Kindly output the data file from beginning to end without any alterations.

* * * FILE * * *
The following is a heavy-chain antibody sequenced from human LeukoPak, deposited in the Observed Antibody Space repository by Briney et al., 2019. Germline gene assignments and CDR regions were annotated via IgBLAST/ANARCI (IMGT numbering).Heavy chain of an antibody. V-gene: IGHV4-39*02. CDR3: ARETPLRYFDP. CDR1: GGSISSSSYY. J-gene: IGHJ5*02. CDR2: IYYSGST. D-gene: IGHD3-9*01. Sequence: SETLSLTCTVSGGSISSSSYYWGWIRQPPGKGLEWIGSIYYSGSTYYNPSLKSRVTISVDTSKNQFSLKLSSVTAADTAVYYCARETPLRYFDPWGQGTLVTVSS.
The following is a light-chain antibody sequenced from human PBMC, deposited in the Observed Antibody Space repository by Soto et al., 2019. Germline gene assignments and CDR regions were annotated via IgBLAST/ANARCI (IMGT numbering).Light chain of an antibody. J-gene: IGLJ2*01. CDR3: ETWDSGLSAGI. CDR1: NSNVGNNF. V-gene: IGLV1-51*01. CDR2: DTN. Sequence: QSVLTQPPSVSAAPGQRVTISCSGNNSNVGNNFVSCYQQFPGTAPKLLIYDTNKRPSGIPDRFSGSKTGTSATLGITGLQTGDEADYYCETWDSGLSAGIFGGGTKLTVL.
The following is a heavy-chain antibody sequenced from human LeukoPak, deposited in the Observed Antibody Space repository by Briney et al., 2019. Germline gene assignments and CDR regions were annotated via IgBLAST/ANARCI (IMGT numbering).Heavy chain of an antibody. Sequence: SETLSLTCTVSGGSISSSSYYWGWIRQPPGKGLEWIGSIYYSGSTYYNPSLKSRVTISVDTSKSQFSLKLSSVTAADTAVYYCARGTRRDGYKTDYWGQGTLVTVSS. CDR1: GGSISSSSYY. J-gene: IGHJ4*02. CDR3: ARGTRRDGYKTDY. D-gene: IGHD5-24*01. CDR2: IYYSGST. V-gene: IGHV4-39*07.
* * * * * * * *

The following is a heavy-chain antibody sequenced from human LeukoPak, deposited in the Observed Antibody Space repository by Briney et al., 2019. Germline gene assignments and CDR regions were annotated via IgBLAST/ANARCI (IMGT numbering).Heavy chain of an antibody. V-gene: IGHV4-39*02. CDR3: ARETPLRYFDP. CDR1: GGSISSSSYY. J-gene: IGHJ5*02. CDR2: IYYSGST. D-gene: IGHD3-9*01. Sequence: SETLSLTCTVSGGSISSSSYYWGWIRQPPGKGLEWIGSIYYSGSTYYNPSLKSRVTISVDTSKNQFSLKLSSVTAADTAVYYCARETPLRYFDPWGQGTLVTVSS.
The following is a light-chain antibody sequenced from human PBMC, deposited in the Observed Antibody Space repository by Soto et al., 2019. Germline gene assignments and CDR regions were annotated via IgBLAST/ANARCI (IMGT numbering).Light chain of an antibody. J-gene: IGLJ2*01. CDR3: ETWDSGLSAGI. CDR1: NSNVGNNF. V-gene: IGLV1-51*01. CDR2: DTN. Sequence: QSVLTQPPSVSAAPGQRVTISCSGNNSNVGNNFVSCYQQFPGTAPKLLIYDTNKRPSGIPDRFSGSKTGTSATLGITGLQTGDEADYYCETWDSGLSAGIFGGGTKLTVL.
The following is a heavy-chain antibody sequenced from human LeukoPak, deposited in the Observed Antibody Space repository by Briney et al., 2019. Germline gene assignments and CDR regions were annotated via IgBLAST/ANARCI (IMGT numbering).Heavy chain of an antibody. Sequence: SETLSLTCTVSGGSISSSSYYWGWIRQPPGKGLEWIGSIYYSGSTYYNPSLKSRVTISVDTSKSQFSLKLSSVTAADTAVYYCARGTRRDGYKTDYWGQGTLVTVSS. CDR1: GGSISSSSYY. J-gene: IGHJ4*02. CDR3: ARGTRRDGYKTDY. D-gene: IGHD5-24*01. CDR2: IYYSGST. V-gene: IGHV4-39*07.